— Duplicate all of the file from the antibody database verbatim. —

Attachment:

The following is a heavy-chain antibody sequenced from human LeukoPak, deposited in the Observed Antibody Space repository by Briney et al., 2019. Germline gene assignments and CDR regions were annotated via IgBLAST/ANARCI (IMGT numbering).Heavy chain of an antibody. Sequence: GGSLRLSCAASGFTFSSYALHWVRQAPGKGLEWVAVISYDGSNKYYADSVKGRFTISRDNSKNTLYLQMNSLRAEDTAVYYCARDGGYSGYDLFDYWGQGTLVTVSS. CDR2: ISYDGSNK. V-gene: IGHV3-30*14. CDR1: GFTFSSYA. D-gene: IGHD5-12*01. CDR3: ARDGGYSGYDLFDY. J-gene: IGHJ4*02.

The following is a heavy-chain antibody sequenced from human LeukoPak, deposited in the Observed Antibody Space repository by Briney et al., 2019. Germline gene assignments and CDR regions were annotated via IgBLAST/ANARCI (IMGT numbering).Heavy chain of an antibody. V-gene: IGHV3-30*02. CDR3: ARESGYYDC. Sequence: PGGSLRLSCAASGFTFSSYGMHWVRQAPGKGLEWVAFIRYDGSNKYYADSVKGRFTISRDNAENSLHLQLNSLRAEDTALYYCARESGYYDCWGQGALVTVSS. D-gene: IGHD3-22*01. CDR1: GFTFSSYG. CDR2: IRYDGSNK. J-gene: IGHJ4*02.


The following is a heavy-chain antibody sequenced from human LeukoPak, deposited in the Observed Antibody Space repository by Briney et al., 2019. Germline gene assignments and CDR regions were annotated via IgBLAST/ANARCI (IMGT numbering).Heavy chain of an antibody. Sequence: GGSLRLSCAASGFTFSSYALHWVRQAPGKGLEWVAVISYDGSNKYYADSVKGRFTISRDNSKNTLYLQMNSLRAEDTAVYYCARDGGYSGYDLFDYWGQGTLVTVSS. CDR2: ISYDGSNK. V-gene: IGHV3-30*14. CDR1: GFTFSSYA. D-gene: IGHD5-12*01. CDR3: ARDGGYSGYDLFDY. J-gene: IGHJ4*02.

The following is a heavy-chain antibody sequenced from human LeukoPak, deposited in the Observed Antibody Space repository by Briney et al., 2019. Germline gene assignments and CDR regions were annotated via IgBLAST/ANARCI (IMGT numbering).Heavy chain of an antibody. V-gene: IGHV3-30*02. CDR3: ARESGYYDC. Sequence: PGGSLRLSCAASGFTFSSYGMHWVRQAPGKGLEWVAFIRYDGSNKYYADSVKGRFTISRDNAENSLHLQLNSLRAEDTALYYCARESGYYDCWGQGALVTVSS. D-gene: IGHD3-22*01. CDR1: GFTFSSYG. CDR2: IRYDGSNK. J-gene: IGHJ4*02.